The Great Horned Owls are starting to call back and forth: they're pairing up (if they haven't already) in anticipation of laying eggs in early February. ("Not long from now," John says. "Too long!" says I!)

There have been many deer in John's area, and they've been busy leaving behind tracks, scrapes, and rubs.

It's a great time of year to look at grasses! In mid-summer, they can look nearly identical because they're some shade of green: now, in their winter colors, they show more individuality. If you're out walking or driving, look for fields with a small hill or varied terrain: you'll see bands of different grasses at various heights. It's a great time to observe how changes in moisture or soil can affect species composition! Take some time to appreciate them before a blanket of snow covers the mosaic. (Even if you don't care about species composition, it's just plain pretty!)

While John was out admiring the landscape, he found a "great many midges." Midges belong to the family Chironomidae and resemble mosquitoes (but they aren't!). Usually, they will be in a column or tight group: these are all males! John says, "If a female happens to come by and flies into that group, she will get attacked by the first available male and they will fall to the ground and breed. And then the midges will be doing what they need to do for their next generation." So, don't mistake them for mosquitoes: mosquitoes are pretty much gone! The midges persist later in the year and emerge again early in the spring (though the individuals in spring are likely the offspring of the midges you see in fall).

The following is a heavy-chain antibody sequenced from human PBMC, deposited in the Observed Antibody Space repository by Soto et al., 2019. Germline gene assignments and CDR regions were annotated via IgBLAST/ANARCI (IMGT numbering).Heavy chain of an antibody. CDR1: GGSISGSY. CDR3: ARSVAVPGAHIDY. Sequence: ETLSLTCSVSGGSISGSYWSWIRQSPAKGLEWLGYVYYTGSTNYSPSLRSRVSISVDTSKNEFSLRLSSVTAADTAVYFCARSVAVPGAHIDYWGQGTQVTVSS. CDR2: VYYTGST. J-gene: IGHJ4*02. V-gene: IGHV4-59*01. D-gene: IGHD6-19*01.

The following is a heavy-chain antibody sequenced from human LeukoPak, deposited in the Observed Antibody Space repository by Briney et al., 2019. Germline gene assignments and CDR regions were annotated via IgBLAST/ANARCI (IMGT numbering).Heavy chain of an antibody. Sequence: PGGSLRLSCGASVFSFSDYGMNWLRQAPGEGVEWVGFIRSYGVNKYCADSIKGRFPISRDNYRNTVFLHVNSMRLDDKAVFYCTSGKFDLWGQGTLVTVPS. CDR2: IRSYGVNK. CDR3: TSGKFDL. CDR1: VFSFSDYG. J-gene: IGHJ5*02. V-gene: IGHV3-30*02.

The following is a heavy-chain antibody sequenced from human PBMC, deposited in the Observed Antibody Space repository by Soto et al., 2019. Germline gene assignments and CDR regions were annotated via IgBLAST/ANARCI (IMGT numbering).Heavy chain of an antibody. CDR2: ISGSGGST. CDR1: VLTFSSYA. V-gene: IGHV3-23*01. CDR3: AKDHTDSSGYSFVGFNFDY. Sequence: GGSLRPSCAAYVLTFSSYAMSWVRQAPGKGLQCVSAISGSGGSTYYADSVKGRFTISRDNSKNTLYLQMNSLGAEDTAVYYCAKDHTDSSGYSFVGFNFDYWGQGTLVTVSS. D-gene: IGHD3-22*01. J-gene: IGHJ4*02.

"Let that be your motto," John concludes. "'Start early, run late' or 'run late, start early,' however you want to do it, just keep it nice and consistent. Have a good day today: get out, enjoy nature, and let us know what you're seeing. We'd love to hear from you."

Post-report bonus clip.mp3

See something noteworthy? We would love to hear from you! Get in touch with me ( or John (, or text 'phenology' to 218-326-1234.

For more phenology, subscribe to our Season Watch Newsletter!

Funding for this project was provided by the Minnesota Environment and Natural Resources Trust Fund as recommended by the Legislative-Citizen Commission on Minnesota Resources (LCCMR).

As a mail carrier in rural Grand Rapids, Minn., for 35 years, John Latimer put his own stamp on a career that delivered more than letters. Indeed, while driving the hundred-mile round-trip daily route, he passed the time by observing and recording seasonal changes in nature, learning everything he could about the area’s weather, plants and animals, and becoming the go-to guy who could answer customers’ questions about what they were seeing in the environment.
Heidi Holtan is KAXE's Director of Content and Public Affairs where she manages producers and is the local host of Morning Edition from NPR. Heidi is a regional correspondent for WDSE/WRPT's Duluth Public Television’s Almanac North.
Sarah Mitchell (she/they) joined the KAXE team in February of 2022. Sarah creates the Season Watch Newsletter, writes segment summaries for the website, and coordinates our Engaging Minnesotans with Phenology project. With a background in wildlife biology, Sarah enjoys learning a little bit about everything, whether it's plants, mushrooms, aquatic invertebrates, or the short-tailed shrew (did you know they can echolocate?).